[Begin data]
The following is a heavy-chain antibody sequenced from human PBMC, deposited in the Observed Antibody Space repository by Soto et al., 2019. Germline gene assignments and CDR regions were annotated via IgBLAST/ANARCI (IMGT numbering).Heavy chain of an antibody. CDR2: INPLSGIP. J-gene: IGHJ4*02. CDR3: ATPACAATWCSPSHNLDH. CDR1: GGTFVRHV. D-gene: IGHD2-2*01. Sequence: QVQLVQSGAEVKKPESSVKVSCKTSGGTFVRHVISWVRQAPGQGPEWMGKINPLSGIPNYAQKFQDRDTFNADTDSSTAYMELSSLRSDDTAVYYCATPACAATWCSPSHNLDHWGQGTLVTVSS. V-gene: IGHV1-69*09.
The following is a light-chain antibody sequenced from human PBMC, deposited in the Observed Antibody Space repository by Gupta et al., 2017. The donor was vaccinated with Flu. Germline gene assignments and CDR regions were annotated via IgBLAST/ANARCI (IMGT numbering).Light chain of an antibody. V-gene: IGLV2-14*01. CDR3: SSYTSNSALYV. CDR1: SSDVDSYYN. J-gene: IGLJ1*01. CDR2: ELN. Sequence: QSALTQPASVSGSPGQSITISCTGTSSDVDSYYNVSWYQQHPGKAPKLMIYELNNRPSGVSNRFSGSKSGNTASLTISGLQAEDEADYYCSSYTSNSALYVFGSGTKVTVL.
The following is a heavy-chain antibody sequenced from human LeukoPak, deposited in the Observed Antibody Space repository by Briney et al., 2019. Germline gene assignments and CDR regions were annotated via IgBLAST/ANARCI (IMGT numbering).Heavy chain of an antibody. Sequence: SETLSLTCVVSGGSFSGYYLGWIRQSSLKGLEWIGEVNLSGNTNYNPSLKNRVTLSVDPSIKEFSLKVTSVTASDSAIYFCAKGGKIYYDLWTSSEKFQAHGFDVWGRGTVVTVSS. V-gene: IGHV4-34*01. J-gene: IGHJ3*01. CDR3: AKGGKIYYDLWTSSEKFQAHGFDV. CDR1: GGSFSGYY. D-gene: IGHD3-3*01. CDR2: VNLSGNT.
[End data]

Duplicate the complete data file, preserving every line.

The following is a heavy-chain antibody sequenced from human PBMC, deposited in the Observed Antibody Space repository by Soto et al., 2019. Germline gene assignments and CDR regions were annotated via IgBLAST/ANARCI (IMGT numbering).Heavy chain of an antibody. CDR2: INPLSGIP. J-gene: IGHJ4*02. CDR3: ATPACAATWCSPSHNLDH. CDR1: GGTFVRHV. D-gene: IGHD2-2*01. Sequence: QVQLVQSGAEVKKPESSVKVSCKTSGGTFVRHVISWVRQAPGQGPEWMGKINPLSGIPNYAQKFQDRDTFNADTDSSTAYMELSSLRSDDTAVYYCATPACAATWCSPSHNLDHWGQGTLVTVSS. V-gene: IGHV1-69*09.
The following is a light-chain antibody sequenced from human PBMC, deposited in the Observed Antibody Space repository by Gupta et al., 2017. The donor was vaccinated with Flu. Germline gene assignments and CDR regions were annotated via IgBLAST/ANARCI (IMGT numbering).Light chain of an antibody. V-gene: IGLV2-14*01. CDR3: SSYTSNSALYV. CDR1: SSDVDSYYN. J-gene: IGLJ1*01. CDR2: ELN. Sequence: QSALTQPASVSGSPGQSITISCTGTSSDVDSYYNVSWYQQHPGKAPKLMIYELNNRPSGVSNRFSGSKSGNTASLTISGLQAEDEADYYCSSYTSNSALYVFGSGTKVTVL.
The following is a heavy-chain antibody sequenced from human LeukoPak, deposited in the Observed Antibody Space repository by Briney et al., 2019. Germline gene assignments and CDR regions were annotated via IgBLAST/ANARCI (IMGT numbering).Heavy chain of an antibody. Sequence: SETLSLTCVVSGGSFSGYYLGWIRQSSLKGLEWIGEVNLSGNTNYNPSLKNRVTLSVDPSIKEFSLKVTSVTASDSAIYFCAKGGKIYYDLWTSSEKFQAHGFDVWGRGTVVTVSS. V-gene: IGHV4-34*01. J-gene: IGHJ3*01. CDR3: AKGGKIYYDLWTSSEKFQAHGFDV. CDR1: GGSFSGYY. D-gene: IGHD3-3*01. CDR2: VNLSGNT.